Eduardo Trujillo

On a previous post, I covered how to setup continuous integration for Haskell projects using a combination of Stack, Travis CI, and Docker. But what about documentation?

Sweet auto-generated docs!
Sweet auto-generated docs!

If you already have CI setup for your project with Stack and Travis CI, it is actually pretty easy. In fact, you can make use of GitHub’s Pages feature, which hosts statics sites based on the content of the gh-pages branch to host your documentation for free.

The following is a bash script I’ve been using on a couple of projects on GitHub. It takes care of collecting the documentation and coverage reports generated while building the application, triggered using Stack’s --haddock and --coverage respectively.

#!/bin/bash

# .travis/assemble-docs.sh
#
# Make sure you install the Travis CLI and encrypt a GitHub API token with
# access to the repository: `travis encrypt GH_TOKEN=xxxxxxx --add`.
#
# This script is meant to be run during the `after_success` build step.

# Copy haddocks to a separate directory.
mkdir -p ../gh-pages
cp -R "$(stack path --local-doc-root)" ../gh-pages
cp -R "$(stack path --local-hpc-root)" ../gh-pages
cd ../gh-pages

# Set identity.
git config --global user.email "travis@travis-ci.org"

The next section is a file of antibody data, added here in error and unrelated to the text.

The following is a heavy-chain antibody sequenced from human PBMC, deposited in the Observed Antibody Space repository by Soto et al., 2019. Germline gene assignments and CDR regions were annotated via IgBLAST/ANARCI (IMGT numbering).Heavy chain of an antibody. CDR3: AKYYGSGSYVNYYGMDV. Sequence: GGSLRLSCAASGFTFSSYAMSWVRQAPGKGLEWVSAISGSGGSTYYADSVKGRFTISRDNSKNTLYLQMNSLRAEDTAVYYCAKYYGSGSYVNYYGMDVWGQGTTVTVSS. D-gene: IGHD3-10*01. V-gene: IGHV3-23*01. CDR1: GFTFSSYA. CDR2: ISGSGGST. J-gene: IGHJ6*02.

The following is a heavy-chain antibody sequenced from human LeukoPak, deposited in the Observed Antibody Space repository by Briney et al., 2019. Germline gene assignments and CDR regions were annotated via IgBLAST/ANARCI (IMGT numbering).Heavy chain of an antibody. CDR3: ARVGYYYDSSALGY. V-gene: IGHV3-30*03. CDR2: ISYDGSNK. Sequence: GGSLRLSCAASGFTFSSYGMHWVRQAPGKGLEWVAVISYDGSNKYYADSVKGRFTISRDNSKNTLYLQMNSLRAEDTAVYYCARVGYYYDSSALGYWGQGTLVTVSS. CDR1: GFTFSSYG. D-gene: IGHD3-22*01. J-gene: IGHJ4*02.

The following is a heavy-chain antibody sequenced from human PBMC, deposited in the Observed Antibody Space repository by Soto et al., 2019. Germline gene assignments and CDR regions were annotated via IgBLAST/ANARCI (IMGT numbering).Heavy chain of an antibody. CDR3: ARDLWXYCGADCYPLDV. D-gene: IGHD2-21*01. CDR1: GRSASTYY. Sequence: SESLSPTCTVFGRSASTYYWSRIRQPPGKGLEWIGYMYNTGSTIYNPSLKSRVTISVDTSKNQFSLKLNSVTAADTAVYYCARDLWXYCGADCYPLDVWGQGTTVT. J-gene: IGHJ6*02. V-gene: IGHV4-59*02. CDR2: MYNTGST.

git config --global user.name "Travis"

# Add branch.
git init
git remote add origin https://${GH_TOKEN}@github.com/${TRAVIS_REPO_SLUG}.git > /dev/null
git checkout -B gh-pages

# Push generated files.
git add .
git commit -m "Haddocks updated" git push origin gh-pages -fq > /dev/null

To do its job, the script relies on some neat tricks/hacks to keep the process as simple as possible:

  • Stack: When using --haddock and --coverage flags, Stack will place documentation and coverage reports on specific paths. You can query these paths using stack path. On the script above, we use special flags so the output of the program is a single line with the requested path. This avoids having to think about or trying to find where the compiler placed the documentation and related files.

  • GitHub API Tokens: Managing SSH keys inside a build job is probably something doable but probably not easy. Thankfully, GitHub allows you to push commits to a repository using just an API token.

  • Travis CI encrypted variables: This allows us to conveniently store the aforementioned token in a secure manner and easily access it as an environment variable while the job runs. We do have to use > /dev/null on a couple of places so the key is not leaked on build logs.

  • Bare Git branch: Given that keeping track of history is not a priority and could break the build process if somebody else pushed to the documentation branch, we simply keep a single commit on the gh-pages branch. One can easily do this by initializing a new repository, committing, and force-pushing into the branch.

If you would like to see a public working example, checkout this repository and its build logs on Travis CI. The resulting documentation is available as a GitHub pages website and coverage reports can be found under /hpc on the site.


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